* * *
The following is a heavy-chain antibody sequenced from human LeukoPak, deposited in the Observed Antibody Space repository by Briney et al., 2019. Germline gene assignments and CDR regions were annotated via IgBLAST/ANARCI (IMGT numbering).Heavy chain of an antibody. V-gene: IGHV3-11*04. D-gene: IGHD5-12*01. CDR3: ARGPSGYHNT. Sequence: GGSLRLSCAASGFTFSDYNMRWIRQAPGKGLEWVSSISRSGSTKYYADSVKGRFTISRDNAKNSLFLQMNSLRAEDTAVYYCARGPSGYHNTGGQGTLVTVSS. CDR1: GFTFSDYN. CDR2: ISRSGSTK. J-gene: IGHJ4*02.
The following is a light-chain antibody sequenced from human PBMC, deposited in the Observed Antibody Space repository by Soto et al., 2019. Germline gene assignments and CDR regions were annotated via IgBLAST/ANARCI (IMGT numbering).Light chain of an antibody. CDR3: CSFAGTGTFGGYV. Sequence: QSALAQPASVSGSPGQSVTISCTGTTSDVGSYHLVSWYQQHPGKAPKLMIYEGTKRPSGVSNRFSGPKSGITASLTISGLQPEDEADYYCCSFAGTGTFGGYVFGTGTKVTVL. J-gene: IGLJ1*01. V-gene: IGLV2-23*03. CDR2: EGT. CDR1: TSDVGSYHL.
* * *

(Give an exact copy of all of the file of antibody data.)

The following is a heavy-chain antibody sequenced from human LeukoPak, deposited in the Observed Antibody Space repository by Briney et al., 2019. Germline gene assignments and CDR regions were annotated via IgBLAST/ANARCI (IMGT numbering).Heavy chain of an antibody. V-gene: IGHV3-11*04. D-gene: IGHD5-12*01. CDR3: ARGPSGYHNT. Sequence: GGSLRLSCAASGFTFSDYNMRWIRQAPGKGLEWVSSISRSGSTKYYADSVKGRFTISRDNAKNSLFLQMNSLRAEDTAVYYCARGPSGYHNTGGQGTLVTVSS. CDR1: GFTFSDYN. CDR2: ISRSGSTK. J-gene: IGHJ4*02.
The following is a light-chain antibody sequenced from human PBMC, deposited in the Observed Antibody Space repository by Soto et al., 2019. Germline gene assignments and CDR regions were annotated via IgBLAST/ANARCI (IMGT numbering).Light chain of an antibody. CDR3: CSFAGTGTFGGYV. Sequence: QSALAQPASVSGSPGQSVTISCTGTTSDVGSYHLVSWYQQHPGKAPKLMIYEGTKRPSGVSNRFSGPKSGITASLTISGLQPEDEADYYCCSFAGTGTFGGYVFGTGTKVTVL. J-gene: IGLJ1*01. V-gene: IGLV2-23*03. CDR2: EGT. CDR1: TSDVGSYHL.